Plan­ning a fu­neral

Grocott's Mail - - MAKANA VOICES - By THEMBAKAZI MVEMVE

Fu­neral plan­ning in most cul­tures is very im­por­tant, usu­ally in­volv­ing the burial of the de­ceased. The man­ner in which a per­son is buried of­ten dif­fers from cul­ture to cul­ture.

It is how­ever im­por­tant to ac­knowl­edge any burial wishes the de­ceased may have pro­vided for in his/her will. It is also recog­nised in most cul­tures that the de­ceased be given a re­spectable and dig­ni­fied burial.

A fu­neral re­quires many im­por­tant de­ci­sions, some of which are: • Whether to bury or cre- mate the de­ceased; • Whether to hold a tra­di­tional fu­neral or a memo­rial ser­vice; • Whether to fol­low any reli­gious tra­di­tions; • Where the in­ter­ment or ser­vice should take place.

In cases of polyg­a­mous mar- riages, reli­gious dif­fer­ence, geo­graphic dis­tance, or fam­ily divi­sion be­cause of di­vorce or dis­agree­ment there can sadly be many dif­fer­ent views and dis­putes within the fam­ily.

WHO HAS THE RIGHT TO MAKE FU­NERAL AR­RANGE­MENTS?

Where a de­ceased has left a Will, it is easy to find out where and how the de­ceased is to be buried. In cases where the de­ceased died in­tes­tate, then the de­ceased’s ben­e­fi­cia­ries may de­cide on the fu­neral ar­range­ments.

It is the re­spon­si­bil­ity of the de­ceased’s clos­est rel­a­tive or next of kin to ar­range the burial, un­less oth­er­wise di­rected in the de­ceased’s valid will (in which case it is im­por­tant that the fam­ily mem­bers re­spect the de­ceased’s wishes)

In dif­fer­ent cul­tures dif­fer­ent cus­tom­ary rules ap­ply as to who should be tasked with this duty.

For ex­am­ple, many years ago in African cus­tom­ary law, the el­dest male rel­a­tive would have in­her­ited the de­ceased’s es­tate and this meant that the wife and chil­dren would have no say in where or how the de­ceased would be buried.

This is now not the case as African cus­tom­ary mar­riages are recog­nised as valid, and there­fore the wife has a le­gal duty to plan her hus­band’s burial should she so wish.

Another is­sue of con­cern is that of polyg­a­mous mar­riages, where the wives can­not agree as to the fu­neral ar­range­ments of the de­ceased hus­band.

Where such dis­putes arise as to who should ar­range the de­ceased’s fu­neral, the dis­pute may be re­ferred to Court for ad­ju­di­ca­tion.

This means that an ag­grieved party can now ap­proach the Court by way of ur­gent ap­pli­ca­tion, re­quest­ing that the Court de­cide who is awarded the burial rights in re­spect of the de­ceased per­son.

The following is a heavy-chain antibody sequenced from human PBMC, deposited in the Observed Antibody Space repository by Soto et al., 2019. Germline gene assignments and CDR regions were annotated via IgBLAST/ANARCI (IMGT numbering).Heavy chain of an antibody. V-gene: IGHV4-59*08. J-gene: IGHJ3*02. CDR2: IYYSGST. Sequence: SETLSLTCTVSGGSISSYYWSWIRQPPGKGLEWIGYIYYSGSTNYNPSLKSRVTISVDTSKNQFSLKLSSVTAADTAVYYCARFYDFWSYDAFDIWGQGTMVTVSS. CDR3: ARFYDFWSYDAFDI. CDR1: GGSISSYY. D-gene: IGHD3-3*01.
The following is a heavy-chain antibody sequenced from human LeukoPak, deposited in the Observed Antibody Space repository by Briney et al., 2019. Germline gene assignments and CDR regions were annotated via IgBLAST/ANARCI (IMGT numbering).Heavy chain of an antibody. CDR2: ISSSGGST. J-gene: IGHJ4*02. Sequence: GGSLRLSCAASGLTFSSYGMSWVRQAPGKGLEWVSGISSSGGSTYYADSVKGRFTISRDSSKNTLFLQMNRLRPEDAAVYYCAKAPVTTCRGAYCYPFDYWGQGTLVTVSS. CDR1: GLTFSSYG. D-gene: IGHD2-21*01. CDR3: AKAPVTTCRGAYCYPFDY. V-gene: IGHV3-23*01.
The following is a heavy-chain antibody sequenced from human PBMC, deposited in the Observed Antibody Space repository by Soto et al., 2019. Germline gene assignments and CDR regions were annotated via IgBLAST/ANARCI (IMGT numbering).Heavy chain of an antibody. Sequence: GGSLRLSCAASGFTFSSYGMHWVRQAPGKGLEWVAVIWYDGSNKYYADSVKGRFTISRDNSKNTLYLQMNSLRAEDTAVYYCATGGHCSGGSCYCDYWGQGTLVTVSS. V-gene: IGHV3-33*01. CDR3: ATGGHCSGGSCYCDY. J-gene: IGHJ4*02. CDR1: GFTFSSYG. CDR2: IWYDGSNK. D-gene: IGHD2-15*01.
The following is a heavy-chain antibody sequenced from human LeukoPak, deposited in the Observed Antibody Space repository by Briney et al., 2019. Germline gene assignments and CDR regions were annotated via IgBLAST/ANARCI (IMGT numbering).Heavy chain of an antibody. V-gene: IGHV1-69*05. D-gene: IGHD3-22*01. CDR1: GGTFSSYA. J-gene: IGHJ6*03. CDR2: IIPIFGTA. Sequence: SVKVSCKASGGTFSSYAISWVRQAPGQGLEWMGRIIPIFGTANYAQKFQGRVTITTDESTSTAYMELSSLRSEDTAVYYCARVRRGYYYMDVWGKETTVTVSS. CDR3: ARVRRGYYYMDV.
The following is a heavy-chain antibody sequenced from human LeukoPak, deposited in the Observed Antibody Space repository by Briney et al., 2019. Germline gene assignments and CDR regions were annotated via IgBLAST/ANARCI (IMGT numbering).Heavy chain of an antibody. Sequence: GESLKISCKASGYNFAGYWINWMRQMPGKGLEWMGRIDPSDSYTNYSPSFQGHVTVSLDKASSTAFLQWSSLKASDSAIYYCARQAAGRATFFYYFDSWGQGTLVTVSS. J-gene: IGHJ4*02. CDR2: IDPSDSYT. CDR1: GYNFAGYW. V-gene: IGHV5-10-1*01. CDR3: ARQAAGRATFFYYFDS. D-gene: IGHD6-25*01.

Such an ap­pli­ca­tion can de­lay the en­tire burial process and should there­fore be ex­er­cised with cau­tion, be­cause it in­volves costly le­gal fees.

THE PUR­POSE OF A FU­NERAL PARLOUR OR UNDERTAKER

A fu­neral parlour can take care of many of your needs, as­sist you in mak­ing de­ci­sions, as well as sort out all the doc­u­men­ta­tion nec­es­sary to re­port the death and or­gan­ise the fu­neral.

In essence, a fu­neral parlour or undertaker can take away a lot of the stress and bur­dens as­so­ci­ated with the ad­min­is­tra­tion and or­gan­i­sa­tion in­volved af­ter a death.

It is im­por­tant to again take note that un­less oth­er­wise pro­vided for in a valid Will, the per­son ap­pointed to ar­range the fu­neral can choose a fu­neral parlour or undertaker that best suits the needs, cul­tural re­quire­ments and fi­nan­cial means of the de­ceased’s fam­ily and/or per­son tasked with plan­ning the fu­neral.

AF­TER THE FU­NERAL

What hap­pens if the de­ceased was re­ceiv­ing a so­cial grant?

If the de­ceased was re­ceiv­ing a so­cial grant from SASSA (South African Se­cu­rity Agency), SASSA needs to be in­formed of the death. You will do so by:

Tak­ing a copy of the death cer­tifi­cate to the of­fi­cial at the pay-point where the de­ceased was re­ceiv­ing his/her so­cial grant, OR If the money was be­ing paid di­rectly into the de­ceased’s bank ac­count by SASSA, you can take a copy of the death cer­tifi­cate di­rectly to the SASSA of­fices in the area in which the de­ceased was re­sid­ing.

It is il­le­gal to con­tinue re­ceiv­ing the so­cial grant of a de­ceased per­son.

More­over, if found guilty by the court, you can be sen­tenced to im­pris­on­ment or given a fine.

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